If you are receiving chemotherapy at home, you must take precautions to avoid unnecessary exposure to you and your family from the drug. There is no danger to others from usual contact with you by hugging, kissing, or sharing food. But exposure to the drug or your body wastes may present a hazard.
Keep all medications in a safe place away from children and pets. Follow the instructions on the medication label for storage. If medicines are to be refrigerated, do not place them on the shelf nearest the freezer. It is best to place them in a zip-lock bag in the crisper bin. Do not keep the medications in your bathroom because the high humidity can cause changes in the drugs.
Wash your hands after handling your pills. Caretakers should not touch the pills with bare hands and should wear latex gloves. If you are taking the medication for more than one day, take it at approximately the same time each day.
Prepare the medication while wearing latex gloves to avoid skin irritation. If you are replacing a cassette/cartridge in a pump, discard the old cassette and tubing and alcohol wipes into the plastic container marked “chemotherapy waste.”
Needles and syringes must also be placed in the plastic chemotherapy sharps container.
Alcohol wipes, dressings, and other medical supplies that come in contact with chemotherapy are discarded in a plastic bag.
The infusion company that supplied your injectable chemotherapy will provide you with containers or bags for materials that came in contact with your chemotherapy. Call the company when the bags are 2/3 full.
To clean up spills from a hard surface like a table or floor, wear two pairs of latex gloves, and wear eyeglasses or other inexpensive protective eye wear. Absorb the spill with absorbent paper towels. Wash the area 3 times with soap and water, and dispose of all materials in the plastic chemotherapy waste container.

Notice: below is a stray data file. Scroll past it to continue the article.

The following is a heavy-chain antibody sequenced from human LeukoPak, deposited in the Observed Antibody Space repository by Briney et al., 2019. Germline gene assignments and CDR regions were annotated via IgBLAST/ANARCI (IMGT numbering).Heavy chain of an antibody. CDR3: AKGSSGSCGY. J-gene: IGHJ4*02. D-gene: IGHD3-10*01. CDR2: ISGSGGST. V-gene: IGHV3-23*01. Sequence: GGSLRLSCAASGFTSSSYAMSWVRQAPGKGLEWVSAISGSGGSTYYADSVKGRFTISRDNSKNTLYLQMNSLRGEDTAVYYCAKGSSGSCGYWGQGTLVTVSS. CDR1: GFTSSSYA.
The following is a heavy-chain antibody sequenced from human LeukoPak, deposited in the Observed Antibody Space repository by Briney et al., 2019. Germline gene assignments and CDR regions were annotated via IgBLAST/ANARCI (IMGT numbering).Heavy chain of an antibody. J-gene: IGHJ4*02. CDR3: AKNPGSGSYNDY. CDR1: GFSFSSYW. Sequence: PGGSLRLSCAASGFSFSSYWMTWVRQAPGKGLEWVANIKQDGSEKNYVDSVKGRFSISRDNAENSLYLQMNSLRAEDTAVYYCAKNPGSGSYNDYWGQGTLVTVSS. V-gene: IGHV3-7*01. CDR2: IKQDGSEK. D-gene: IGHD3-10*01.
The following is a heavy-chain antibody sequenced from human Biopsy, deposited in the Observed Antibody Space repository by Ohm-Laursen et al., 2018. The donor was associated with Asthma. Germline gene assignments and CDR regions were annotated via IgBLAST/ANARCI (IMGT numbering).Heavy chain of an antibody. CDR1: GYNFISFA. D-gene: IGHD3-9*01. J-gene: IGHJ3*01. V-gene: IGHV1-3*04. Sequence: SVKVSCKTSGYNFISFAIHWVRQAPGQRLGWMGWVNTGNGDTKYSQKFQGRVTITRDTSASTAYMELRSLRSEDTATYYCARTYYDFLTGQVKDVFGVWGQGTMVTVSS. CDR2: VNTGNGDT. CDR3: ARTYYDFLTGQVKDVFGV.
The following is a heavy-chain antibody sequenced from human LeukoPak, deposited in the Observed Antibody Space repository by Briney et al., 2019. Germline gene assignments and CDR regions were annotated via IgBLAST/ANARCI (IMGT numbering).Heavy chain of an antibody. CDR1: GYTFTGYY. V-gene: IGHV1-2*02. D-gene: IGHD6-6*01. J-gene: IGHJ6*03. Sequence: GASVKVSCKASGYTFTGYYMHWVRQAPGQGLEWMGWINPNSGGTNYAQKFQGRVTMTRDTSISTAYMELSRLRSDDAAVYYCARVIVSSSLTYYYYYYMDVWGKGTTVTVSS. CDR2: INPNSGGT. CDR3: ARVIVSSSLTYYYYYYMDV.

If any of the drug is spilled on bed linens or clothing, wash the soiled items as soon as possible. If you cannot wash them immediately, place them in a plastic bag. When you take the items out of the bag to wash them, throw the bag in the chemotherapy waste container. The soiled items should be washed separately from your other laundry. You do not need to change your type of laundry powder or your usual way of washing. The soiled items should be washed twice before using them again. They may be washed with other things for the second washing.
If any of the drug splashes in someone’s eye, flush the eye with water for 15 minutes. Call the doctor who prescribed the drug immediately. If at all possible, have someone call the doctor while the eye is being flushed. Tell the doctor what has happened and ask for further instructions.
This type of medication is applied directly on the skin. Do not handle the chemotherapy cream or paste with your bare hands. Wear latex gloves and wash your hands with soap and water after you remove the gloves. Discard any chemotherapy waste in the plastic chemotherapy container. If you do not have a container, place the waste in a zip-lock bag, and take it to your doctor’s office when you return for your visit.
Women who are pregnant or breast-feeding should avoid handling chemotherapy drugs or cleaning up spills.